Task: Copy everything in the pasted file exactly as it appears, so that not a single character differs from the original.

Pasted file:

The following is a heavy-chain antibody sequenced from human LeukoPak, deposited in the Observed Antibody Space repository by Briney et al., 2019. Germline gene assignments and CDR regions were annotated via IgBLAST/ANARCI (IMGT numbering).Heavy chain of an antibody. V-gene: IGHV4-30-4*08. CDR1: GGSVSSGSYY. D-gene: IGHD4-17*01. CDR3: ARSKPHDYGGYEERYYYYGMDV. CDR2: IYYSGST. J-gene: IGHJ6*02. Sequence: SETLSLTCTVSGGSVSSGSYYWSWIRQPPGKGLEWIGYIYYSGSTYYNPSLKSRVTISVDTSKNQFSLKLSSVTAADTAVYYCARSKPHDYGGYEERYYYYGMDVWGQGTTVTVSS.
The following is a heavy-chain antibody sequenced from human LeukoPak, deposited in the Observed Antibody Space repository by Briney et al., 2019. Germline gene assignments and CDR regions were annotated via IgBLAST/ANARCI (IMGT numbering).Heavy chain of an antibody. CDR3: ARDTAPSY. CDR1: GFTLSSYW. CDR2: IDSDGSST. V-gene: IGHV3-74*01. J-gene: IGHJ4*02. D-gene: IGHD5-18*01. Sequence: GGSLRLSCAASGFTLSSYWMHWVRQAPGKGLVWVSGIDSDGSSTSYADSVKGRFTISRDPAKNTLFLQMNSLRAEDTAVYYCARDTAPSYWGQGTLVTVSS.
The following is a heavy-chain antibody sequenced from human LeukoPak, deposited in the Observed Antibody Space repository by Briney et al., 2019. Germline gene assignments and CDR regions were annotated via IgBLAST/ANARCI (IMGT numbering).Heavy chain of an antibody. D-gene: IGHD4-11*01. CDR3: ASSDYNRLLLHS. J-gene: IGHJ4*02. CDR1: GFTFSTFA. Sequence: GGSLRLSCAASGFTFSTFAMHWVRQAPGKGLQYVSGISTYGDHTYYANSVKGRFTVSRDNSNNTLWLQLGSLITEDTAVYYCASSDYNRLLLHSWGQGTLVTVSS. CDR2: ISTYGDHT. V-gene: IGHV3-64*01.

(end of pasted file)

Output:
The following is a heavy-chain antibody sequenced from human LeukoPak, deposited in the Observed Antibody Space repository by Briney et al., 2019. Germline gene assignments and CDR regions were annotated via IgBLAST/ANARCI (IMGT numbering).Heavy chain of an antibody. V-gene: IGHV4-30-4*08. CDR1: GGSVSSGSYY. D-gene: IGHD4-17*01. CDR3: ARSKPHDYGGYEERYYYYGMDV. CDR2: IYYSGST. J-gene: IGHJ6*02. Sequence: SETLSLTCTVSGGSVSSGSYYWSWIRQPPGKGLEWIGYIYYSGSTYYNPSLKSRVTISVDTSKNQFSLKLSSVTAADTAVYYCARSKPHDYGGYEERYYYYGMDVWGQGTTVTVSS.
The following is a heavy-chain antibody sequenced from human LeukoPak, deposited in the Observed Antibody Space repository by Briney et al., 2019. Germline gene assignments and CDR regions were annotated via IgBLAST/ANARCI (IMGT numbering).Heavy chain of an antibody. CDR3: ARDTAPSY. CDR1: GFTLSSYW. CDR2: IDSDGSST. V-gene: IGHV3-74*01. J-gene: IGHJ4*02. D-gene: IGHD5-18*01. Sequence: GGSLRLSCAASGFTLSSYWMHWVRQAPGKGLVWVSGIDSDGSSTSYADSVKGRFTISRDPAKNTLFLQMNSLRAEDTAVYYCARDTAPSYWGQGTLVTVSS.
The following is a heavy-chain antibody sequenced from human LeukoPak, deposited in the Observed Antibody Space repository by Briney et al., 2019. Germline gene assignments and CDR regions were annotated via IgBLAST/ANARCI (IMGT numbering).Heavy chain of an antibody. D-gene: IGHD4-11*01. CDR3: ASSDYNRLLLHS. J-gene: IGHJ4*02. CDR1: GFTFSTFA. Sequence: GGSLRLSCAASGFTFSTFAMHWVRQAPGKGLQYVSGISTYGDHTYYANSVKGRFTVSRDNSNNTLWLQLGSLITEDTAVYYCASSDYNRLLLHSWGQGTLVTVSS. CDR2: ISTYGDHT. V-gene: IGHV3-64*01.